In 2013, the unfinished 14,176 sq ft (1,317.0 m2) penthouse in the second tower sold for $3.9 million.[32] As of 2013, Panorama Towers was patrolled by an 80-camera security system and two dozen security personnel, and utilized fingerprint security scanners.[33]


Initial condominium prices ranged from $270,000 to $1 million during the pre-construction phase. Even after facing the worst real estate market in the city's history, Panorama Towers has rebounded with one of highest appreciation rates in the region. The units have regained a significant amount of their value with prices nearly doubled over the final six months of 2011.[34][35] Additionally, with the opening of the Harmon Overpass, it allows residents access to the heart of Las Vegas Strip in five minutes.[36]



Panorama Towers has been awarded:

  • Hi-Rise Association of the Year Award (2018)

Awarded by the Community Associations Institute (CAI)[citation needed]

  • Hi-Rise Association of the Year Award (2013)

Awarded by the Community Associations Institute (CAI)[citation needed]

  • The Best of Las Vegas Best Non-Hotel Architecture Award (2010)

Las Vegas Review-Journal's (Editor's Pick)

  • Hi-Rise Association of the Year Award (2008)

Awarded by the Community Associations Institute (CAI)[8]

  • AIA Merit Award (2005)

American Institute of Architects, Nevada Design Awards

  • Best of Nevada - Concrete Project (2006)

Awarded by Southwest Contractor[37]

See also[edit]


  1. ^ Panorama Towers Yahoo Local Page
  2. ^ Panorama Towers Google+ Page
  3. ^ "A Room With A View" (PDF). Nevada Contractor Magazine. February 2005. Archived from the original (PDF) on June 20, 2004.
  4. ^ "Boardwalk Closing to Clear Way for CityCenter". Casino City Times. September 16, 2005.
  5. ^ "Panorama Towers Building Statistics". Goldstein Properties.
  6. ^ "Condominium Project Planned". Las Vegas Sun. September 8, 2003. Archived from the original on June 20, 2004.
  7. ^ "As City Grows, Developers Build Upward". Las Vegas Review-Journal. October 6, 2003. Archived from the original on June 20, 2004.
  8. ^ a b "Las Vegas' Panorama Towers Wins CARES Award". PR Log. April 1, 2009.
  9. ^ "VegasBeat". Las Vegas Sun. September 12, 2003. Archived from the original on June 20, 2004.
  10. ^ "New Las Vegas Game: 2 BR's, Strip Vu". New York Times. December 14, 2004.
  11. ^ a b Smith, Hubble (November 14, 2004). "Housing Market: Looking Up". Las Vegas Review-Journal. Archived from the original on November 16, 2004.
  12. ^ Smith, Hubble (July 23, 2004). "Project adds to vertical reality". Las Vegas Review-Journal. Archived from the original on November 23, 2004.
  13. ^ "Third part of high-rise condos approved". Las Vegas Sun. September 23, 2004. Retrieved February 6, 2017.
  14. ^ a b Clarke, Norm (October 24, 2004). "DiCaprio to drop anchor in Vegas". Las Vegas Review-Journal. Archived from the original on October 30, 2004.
  15. ^ Hirsch, Jerry (August 22, 2005). "Rising Stars on the Strip". Los Angeles Times. Retrieved February 6, 2017. Leonardo DiCaprio and Tobey Maguire have purchased units at the Panorama Towers complex.
  16. ^ Clarke, Norm (August 12, 2007). "DiCaprio's new digs near ready". Las Vegas Review-Journal. Retrieved February 6, 2017.
  17. ^ Shubinski, Jennifer (April 25, 2005). "Lawsuit alleges developer wrongly used information". Las Vegas Sun. Retrieved March 9, 2018.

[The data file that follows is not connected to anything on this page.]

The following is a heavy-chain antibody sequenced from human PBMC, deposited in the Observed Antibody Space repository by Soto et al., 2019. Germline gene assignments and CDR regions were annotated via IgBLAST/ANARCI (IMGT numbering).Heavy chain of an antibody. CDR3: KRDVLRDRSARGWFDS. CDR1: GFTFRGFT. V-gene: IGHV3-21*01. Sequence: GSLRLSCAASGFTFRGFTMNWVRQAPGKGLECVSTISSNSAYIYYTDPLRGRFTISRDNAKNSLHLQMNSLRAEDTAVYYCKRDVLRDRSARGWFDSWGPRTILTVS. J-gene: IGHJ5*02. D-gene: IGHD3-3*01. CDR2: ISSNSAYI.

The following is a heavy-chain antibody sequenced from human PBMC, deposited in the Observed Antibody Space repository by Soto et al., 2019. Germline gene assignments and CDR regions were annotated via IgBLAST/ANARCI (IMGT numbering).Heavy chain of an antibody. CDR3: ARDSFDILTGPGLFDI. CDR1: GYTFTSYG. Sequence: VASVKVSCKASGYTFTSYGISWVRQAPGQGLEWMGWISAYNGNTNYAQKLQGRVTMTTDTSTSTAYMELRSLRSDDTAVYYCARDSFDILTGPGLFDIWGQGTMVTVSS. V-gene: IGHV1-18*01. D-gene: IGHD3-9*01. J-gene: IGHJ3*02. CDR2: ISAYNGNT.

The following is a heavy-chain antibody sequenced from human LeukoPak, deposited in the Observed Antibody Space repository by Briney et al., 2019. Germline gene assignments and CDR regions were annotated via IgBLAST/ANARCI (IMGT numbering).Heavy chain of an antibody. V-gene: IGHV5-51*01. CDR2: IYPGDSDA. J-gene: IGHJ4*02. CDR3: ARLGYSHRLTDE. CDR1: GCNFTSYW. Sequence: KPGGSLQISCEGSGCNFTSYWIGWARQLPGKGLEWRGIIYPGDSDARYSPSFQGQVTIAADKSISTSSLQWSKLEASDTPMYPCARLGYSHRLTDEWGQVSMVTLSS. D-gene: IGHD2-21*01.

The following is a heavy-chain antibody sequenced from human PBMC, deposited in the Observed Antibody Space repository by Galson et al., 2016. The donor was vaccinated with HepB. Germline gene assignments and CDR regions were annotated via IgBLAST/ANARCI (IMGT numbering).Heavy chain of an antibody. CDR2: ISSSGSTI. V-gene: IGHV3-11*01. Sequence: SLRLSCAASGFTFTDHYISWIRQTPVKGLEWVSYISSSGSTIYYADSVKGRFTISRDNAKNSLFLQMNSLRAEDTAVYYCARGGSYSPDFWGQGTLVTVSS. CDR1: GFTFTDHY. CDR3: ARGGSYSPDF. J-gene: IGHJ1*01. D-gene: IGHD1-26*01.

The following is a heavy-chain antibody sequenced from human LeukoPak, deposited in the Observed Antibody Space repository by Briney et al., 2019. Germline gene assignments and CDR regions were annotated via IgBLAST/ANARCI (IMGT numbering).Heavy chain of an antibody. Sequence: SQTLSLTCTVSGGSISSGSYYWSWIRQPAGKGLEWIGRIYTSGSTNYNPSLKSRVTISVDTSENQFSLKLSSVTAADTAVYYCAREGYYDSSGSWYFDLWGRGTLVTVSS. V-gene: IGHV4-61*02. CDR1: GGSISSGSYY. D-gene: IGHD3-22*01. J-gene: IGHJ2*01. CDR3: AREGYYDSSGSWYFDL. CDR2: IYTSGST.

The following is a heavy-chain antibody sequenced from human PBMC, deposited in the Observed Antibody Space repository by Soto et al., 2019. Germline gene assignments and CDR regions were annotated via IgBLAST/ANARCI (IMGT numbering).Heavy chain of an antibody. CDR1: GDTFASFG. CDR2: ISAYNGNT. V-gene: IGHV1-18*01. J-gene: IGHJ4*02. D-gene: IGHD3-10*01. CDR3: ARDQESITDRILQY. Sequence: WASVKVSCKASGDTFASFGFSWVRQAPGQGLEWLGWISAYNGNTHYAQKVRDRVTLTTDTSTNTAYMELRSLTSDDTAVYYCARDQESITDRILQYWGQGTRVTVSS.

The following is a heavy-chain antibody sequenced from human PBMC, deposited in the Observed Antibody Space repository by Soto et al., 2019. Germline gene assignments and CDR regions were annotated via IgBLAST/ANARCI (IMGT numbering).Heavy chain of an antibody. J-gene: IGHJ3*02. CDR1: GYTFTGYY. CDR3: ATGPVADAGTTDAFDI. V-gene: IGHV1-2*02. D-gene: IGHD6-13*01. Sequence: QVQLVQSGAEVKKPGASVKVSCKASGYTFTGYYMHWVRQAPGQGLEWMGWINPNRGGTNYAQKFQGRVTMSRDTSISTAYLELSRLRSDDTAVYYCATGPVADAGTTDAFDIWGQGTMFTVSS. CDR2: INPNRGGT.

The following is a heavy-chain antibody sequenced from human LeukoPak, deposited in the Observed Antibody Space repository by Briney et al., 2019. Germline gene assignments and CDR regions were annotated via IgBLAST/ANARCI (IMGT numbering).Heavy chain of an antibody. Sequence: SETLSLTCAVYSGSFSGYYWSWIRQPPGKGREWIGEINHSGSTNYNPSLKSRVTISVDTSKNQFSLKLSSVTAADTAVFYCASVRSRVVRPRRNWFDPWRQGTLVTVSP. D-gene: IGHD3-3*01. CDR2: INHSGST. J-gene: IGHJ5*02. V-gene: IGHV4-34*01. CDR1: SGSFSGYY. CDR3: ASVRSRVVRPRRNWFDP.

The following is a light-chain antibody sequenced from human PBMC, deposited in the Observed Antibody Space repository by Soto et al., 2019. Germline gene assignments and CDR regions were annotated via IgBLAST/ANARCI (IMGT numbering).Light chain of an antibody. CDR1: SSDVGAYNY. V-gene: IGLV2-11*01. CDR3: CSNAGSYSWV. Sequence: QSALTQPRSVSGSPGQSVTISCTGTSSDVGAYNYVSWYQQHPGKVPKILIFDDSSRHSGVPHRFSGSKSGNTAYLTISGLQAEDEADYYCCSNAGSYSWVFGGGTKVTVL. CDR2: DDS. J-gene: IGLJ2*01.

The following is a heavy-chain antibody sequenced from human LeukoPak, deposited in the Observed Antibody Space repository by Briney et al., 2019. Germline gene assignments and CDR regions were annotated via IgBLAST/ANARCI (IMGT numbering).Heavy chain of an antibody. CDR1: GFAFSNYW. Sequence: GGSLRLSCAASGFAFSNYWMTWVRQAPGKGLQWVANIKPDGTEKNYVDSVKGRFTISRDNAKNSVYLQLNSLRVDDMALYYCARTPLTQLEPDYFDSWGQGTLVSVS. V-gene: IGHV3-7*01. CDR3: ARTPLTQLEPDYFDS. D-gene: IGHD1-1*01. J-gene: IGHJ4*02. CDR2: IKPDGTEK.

18. ^ Shubinski, Jennifer (March 31, 2006). "First of 'new wave' condos to open". Las Vegas Sun. Retrieved February 6, 2017.
  19. ^ a b c Smith, Hubble (March 5, 2007). "Most Panorama Tower residents keeping condos". Las Vegas Review-Journal. Archived from the original on March 15, 2007.
  20. ^ "Panorama Towers News". Vegas Today and Tomorrow. February 3, 2005.
  21. ^ Katsilometes, John (April 23, 2006). "John Katsilometes takes in the panoramic views at Pamorama - er, Panorama Towers". Las Vegas Sun.
  22. ^ Clarke, Norm (April 23, 2006). "Kevin, Britney drama goes on". Las Vegas Review-Journal. Archived from the original on July 25, 2008. Retrieved February 6, 2017.
  23. ^ a b Katsilometes, John (January 28, 2012). "The concept of Pamela Anderson at 'Pamorama' didn't end up too suite". Las Vegas Sun. Retrieved February 6, 2017.
  24. ^ a b Katsilometes, John (April 27, 2007). "John Katsilometes happens upon Pamela Anderson, who might not be moving into 'Pamorama' after all". Las Vegas Sun. Retrieved February 6, 2017.
  25. ^ a b Smith, Hubble (April 24, 2006). "Panorama Towers escapes sharp cost increases". Las Vegas Review-Journal. Archived from the original on July 19, 2006.
  26. ^ "Rising to New Challenges". Las Vegas Sun. December 26, 2007. Retrieved February 6, 2017. Panorama Towers, a high-rise luxury condo project just west of the Strip, opened its second tower less than three months ago [...]
  27. ^ "Project on Strip Suffers Setback". Casino City Times. January 17, 2008.
  28. ^ a b "Panorama Tower North Becomes The Martin". January 21, 2011.
  29. ^ Smith, Hubble (June 27, 2009). "Panorama Towers developer thinks condo will fetch fortune in future". Las Vegas Review-Journal. Retrieved February 6, 2017.
  30. ^ "To lift sales, Panorama North tower renamed The Martin". Las Vegas Review-Journal. January 26, 2011. Retrieved February 6, 2017.
  31. ^ Clarke, Norm (June 30, 2011). "Developer suing 'Baywatch' star". Las Vegas Review-Journal. Retrieved February 6, 2017.
  32. ^ Robison, Jennifer (April 24, 2013). "Couple shells out $3.9 million for unfinished Las Vegas penthouse". Las Vegas Review-Journal. Retrieved February 6, 2017.
  33. ^ Segall, Eli (May 9, 2013). "Thumbs up — or at least on the scanner — for Panorama Towers". Las Vegas Sun. Retrieved February 6, 2017.
  34. ^ "Panorama Towers Las Vegas High Rise Condos Outperform". Yahoo News. November 1, 2011.
  35. ^ "Luxury Real Estate Partners Named Exclusive Broker for a Luxury Penthouse at Panorama Towers Las Vegas". Digital Journal. January 8, 2012.
  36. ^ "Panorama Towers Realty: Anthony Wilson Adds Value and Vision". News Blaze. October 30, 2008.
  37. ^ "Southwest Contractor Nevada Best of - Concrete Projects". Architecture Studies Library - UNLV. 2009.

External links[edit]